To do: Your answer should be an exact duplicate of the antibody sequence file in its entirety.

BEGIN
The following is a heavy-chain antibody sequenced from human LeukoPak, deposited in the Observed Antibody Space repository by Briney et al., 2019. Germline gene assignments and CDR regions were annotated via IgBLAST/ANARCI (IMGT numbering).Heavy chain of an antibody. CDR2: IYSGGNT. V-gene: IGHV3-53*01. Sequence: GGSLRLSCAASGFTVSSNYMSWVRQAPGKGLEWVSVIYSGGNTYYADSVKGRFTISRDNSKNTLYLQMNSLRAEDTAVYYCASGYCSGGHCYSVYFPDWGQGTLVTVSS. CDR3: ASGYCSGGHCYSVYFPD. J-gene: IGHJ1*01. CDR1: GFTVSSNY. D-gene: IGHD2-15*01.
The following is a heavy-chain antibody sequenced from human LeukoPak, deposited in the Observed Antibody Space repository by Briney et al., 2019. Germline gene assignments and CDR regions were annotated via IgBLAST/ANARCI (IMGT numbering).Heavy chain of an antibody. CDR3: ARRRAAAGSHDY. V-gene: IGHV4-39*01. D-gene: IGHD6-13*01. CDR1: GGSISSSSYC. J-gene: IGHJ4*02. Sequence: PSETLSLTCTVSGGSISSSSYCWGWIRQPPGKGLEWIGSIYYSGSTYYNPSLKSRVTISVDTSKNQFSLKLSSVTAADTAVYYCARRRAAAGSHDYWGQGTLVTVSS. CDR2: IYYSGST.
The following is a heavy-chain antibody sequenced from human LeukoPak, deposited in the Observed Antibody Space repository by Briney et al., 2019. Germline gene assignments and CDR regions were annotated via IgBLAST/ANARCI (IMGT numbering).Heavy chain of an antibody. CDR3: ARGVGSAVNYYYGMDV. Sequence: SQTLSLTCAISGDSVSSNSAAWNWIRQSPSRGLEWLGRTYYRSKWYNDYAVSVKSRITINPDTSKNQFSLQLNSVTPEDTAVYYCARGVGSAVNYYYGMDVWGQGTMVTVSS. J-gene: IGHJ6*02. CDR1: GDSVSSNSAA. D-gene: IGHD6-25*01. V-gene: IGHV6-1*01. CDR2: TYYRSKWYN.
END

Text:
The following is a heavy-chain antibody sequenced from human LeukoPak, deposited in the Observed Antibody Space repository by Briney et al., 2019. Germline gene assignments and CDR regions were annotated via IgBLAST/ANARCI (IMGT numbering).Heavy chain of an antibody. CDR2: IYSGGNT. V-gene: IGHV3-53*01. Sequence: GGSLRLSCAASGFTVSSNYMSWVRQAPGKGLEWVSVIYSGGNTYYADSVKGRFTISRDNSKNTLYLQMNSLRAEDTAVYYCASGYCSGGHCYSVYFPDWGQGTLVTVSS. CDR3: ASGYCSGGHCYSVYFPD. J-gene: IGHJ1*01. CDR1: GFTVSSNY. D-gene: IGHD2-15*01.
The following is a heavy-chain antibody sequenced from human LeukoPak, deposited in the Observed Antibody Space repository by Briney et al., 2019. Germline gene assignments and CDR regions were annotated via IgBLAST/ANARCI (IMGT numbering).Heavy chain of an antibody. CDR3: ARRRAAAGSHDY. V-gene: IGHV4-39*01. D-gene: IGHD6-13*01. CDR1: GGSISSSSYC. J-gene: IGHJ4*02. Sequence: PSETLSLTCTVSGGSISSSSYCWGWIRQPPGKGLEWIGSIYYSGSTYYNPSLKSRVTISVDTSKNQFSLKLSSVTAADTAVYYCARRRAAAGSHDYWGQGTLVTVSS. CDR2: IYYSGST.
The following is a heavy-chain antibody sequenced from human LeukoPak, deposited in the Observed Antibody Space repository by Briney et al., 2019. Germline gene assignments and CDR regions were annotated via IgBLAST/ANARCI (IMGT numbering).Heavy chain of an antibody. CDR3: ARGVGSAVNYYYGMDV. Sequence: SQTLSLTCAISGDSVSSNSAAWNWIRQSPSRGLEWLGRTYYRSKWYNDYAVSVKSRITINPDTSKNQFSLQLNSVTPEDTAVYYCARGVGSAVNYYYGMDVWGQGTMVTVSS. J-gene: IGHJ6*02. CDR1: GDSVSSNSAA. D-gene: IGHD6-25*01. V-gene: IGHV6-1*01. CDR2: TYYRSKWYN.